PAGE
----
Healthcare Reform

There is a ton of misinformation about healthcare reform being spread around.

I’ll try and put together some resources, and maybe riff a little myself on the subject sometime this week.

In the meantime, check out this quick illustration of my point by Paul Krugman.

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5 Comments on “Healthcare Reform”


  1. I’m so tired of the false stuff being written about healthcare reform from both sides. Depending on who you listen to, Canada either kills its citizens or it doesn’t. Either it costs too much or it doesn’t. Either they come to the US to get health care or they don’t.

    I’m trying to write a few things that I’m observing. Two things are driving me crazy as I investigate. It’s clear that US spends more on healthcare per capita than any other developed nation. And I’m not sure that I can see results. We seem less healthy than our peer nations.

    Lastly, I think that the wealthy and those with great healthcare plans (say unionized autoworkers) have the best health care in the world. 90% of Americans do not have that access. In other words, I’m not going to MD Anderson (no wait, they’re woo-pushers), I mean Mayo Clinic for cancer treatment, unless I’m writing a check.


    • Not everything is false, but lots is deceptively written.

      America has many of the “best” doctors in the world. So yeah, lots of prominent individuals from other countries come here for treatment. This just says NOTHING about the care the average person receives.

      All of the measures that say we don’t do well on healthcare are measures of average care, not “best” care.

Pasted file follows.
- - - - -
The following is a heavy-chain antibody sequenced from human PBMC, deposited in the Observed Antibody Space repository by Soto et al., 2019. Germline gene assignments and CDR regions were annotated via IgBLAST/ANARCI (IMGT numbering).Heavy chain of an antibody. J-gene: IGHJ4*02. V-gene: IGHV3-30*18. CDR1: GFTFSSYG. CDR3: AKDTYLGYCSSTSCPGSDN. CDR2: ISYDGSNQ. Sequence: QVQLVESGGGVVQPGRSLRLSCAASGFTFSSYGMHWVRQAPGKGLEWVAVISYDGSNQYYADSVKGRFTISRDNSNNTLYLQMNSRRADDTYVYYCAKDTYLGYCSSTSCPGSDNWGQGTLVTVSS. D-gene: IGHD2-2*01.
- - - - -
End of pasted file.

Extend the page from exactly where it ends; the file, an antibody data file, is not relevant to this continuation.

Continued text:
Cost isn’t straight forward. America isn’t Europe. In a bad way. We have alot more obese people, people with diabetes, heart disease, high cholesterol, high blood pressure and smokers. All of that adds up to alot of expensive medical conditions.

      Heart caths, bypass surgery, pacemakers, emergency surgeries, ER visits for chest pain, shortness of breath, pulmonary embolus, antibiotics for osteomyelitis because you didn’t take care of your diabetic feet, none of these things are cheap.

      Yet because most american’s don’t do well on the basics – eat healthy, exercise, don’t end up weighing twice your ideal body weight, take your meds to control your chronic illnesses (diabetes, hypercholsterolemia, hypertension) – we end up with a much higher proportion of very expensive patients, whose problems could have been prevented.

      On top of that, we deliver care incredibly inefficiently. I’m in the ER this month, and I’ve seen lots of patients who are in the ER for primary care complaints. The ER is expensive, a PCP is much cheaper. Yet they can’t get a PCP because they don’t have insurance!

      So instead of seeing a PCP, cheaply, and getting their prevenative, or maintenance care, I see patients present for ME to give them primary care, or worse, for me to take care of the major calamities that could have been prevented by followup with a PCP.

      Look, it’s alot cheaper for this country to pay for hypertension meds for everyone with high blood pressure, than it is for us to pay for the percentage of those people with hypertension who will get congestive heart failure if untreated.

      BP meds: As low as 12 dollars a month for complicated cases, maybe as high as 30-40 dollars per month, for life.